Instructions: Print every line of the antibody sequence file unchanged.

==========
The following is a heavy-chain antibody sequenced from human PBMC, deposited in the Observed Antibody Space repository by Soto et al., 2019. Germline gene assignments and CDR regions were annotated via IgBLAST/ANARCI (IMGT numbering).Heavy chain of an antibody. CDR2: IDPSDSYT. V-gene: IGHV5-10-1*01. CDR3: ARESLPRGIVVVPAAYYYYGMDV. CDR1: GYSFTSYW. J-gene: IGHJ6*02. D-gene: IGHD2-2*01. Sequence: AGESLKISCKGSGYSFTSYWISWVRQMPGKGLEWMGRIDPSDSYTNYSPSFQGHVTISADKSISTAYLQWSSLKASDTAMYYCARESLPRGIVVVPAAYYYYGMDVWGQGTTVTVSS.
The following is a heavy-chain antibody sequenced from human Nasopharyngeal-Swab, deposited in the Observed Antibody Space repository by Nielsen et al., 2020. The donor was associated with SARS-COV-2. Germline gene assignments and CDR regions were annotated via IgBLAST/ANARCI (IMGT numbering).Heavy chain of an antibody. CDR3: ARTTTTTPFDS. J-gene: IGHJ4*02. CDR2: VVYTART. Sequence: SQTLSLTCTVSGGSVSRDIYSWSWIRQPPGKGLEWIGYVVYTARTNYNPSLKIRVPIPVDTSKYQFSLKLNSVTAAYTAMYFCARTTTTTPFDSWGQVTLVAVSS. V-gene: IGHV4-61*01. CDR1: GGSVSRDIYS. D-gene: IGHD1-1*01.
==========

The following is a heavy-chain antibody sequenced from human PBMC, deposited in the Observed Antibody Space repository by Soto et al., 2019. Germline gene assignments and CDR regions were annotated via IgBLAST/ANARCI (IMGT numbering).Heavy chain of an antibody. CDR2: IDPSDSYT. V-gene: IGHV5-10-1*01. CDR3: ARESLPRGIVVVPAAYYYYGMDV. CDR1: GYSFTSYW. J-gene: IGHJ6*02. D-gene: IGHD2-2*01. Sequence: AGESLKISCKGSGYSFTSYWISWVRQMPGKGLEWMGRIDPSDSYTNYSPSFQGHVTISADKSISTAYLQWSSLKASDTAMYYCARESLPRGIVVVPAAYYYYGMDVWGQGTTVTVSS.
The following is a heavy-chain antibody sequenced from human Nasopharyngeal-Swab, deposited in the Observed Antibody Space repository by Nielsen et al., 2020. The donor was associated with SARS-COV-2. Germline gene assignments and CDR regions were annotated via IgBLAST/ANARCI (IMGT numbering).Heavy chain of an antibody. CDR3: ARTTTTTPFDS. J-gene: IGHJ4*02. CDR2: VVYTART. Sequence: SQTLSLTCTVSGGSVSRDIYSWSWIRQPPGKGLEWIGYVVYTARTNYNPSLKIRVPIPVDTSKYQFSLKLNSVTAAYTAMYFCARTTTTTPFDSWGQVTLVAVSS. V-gene: IGHV4-61*01. CDR1: GGSVSRDIYS. D-gene: IGHD1-1*01.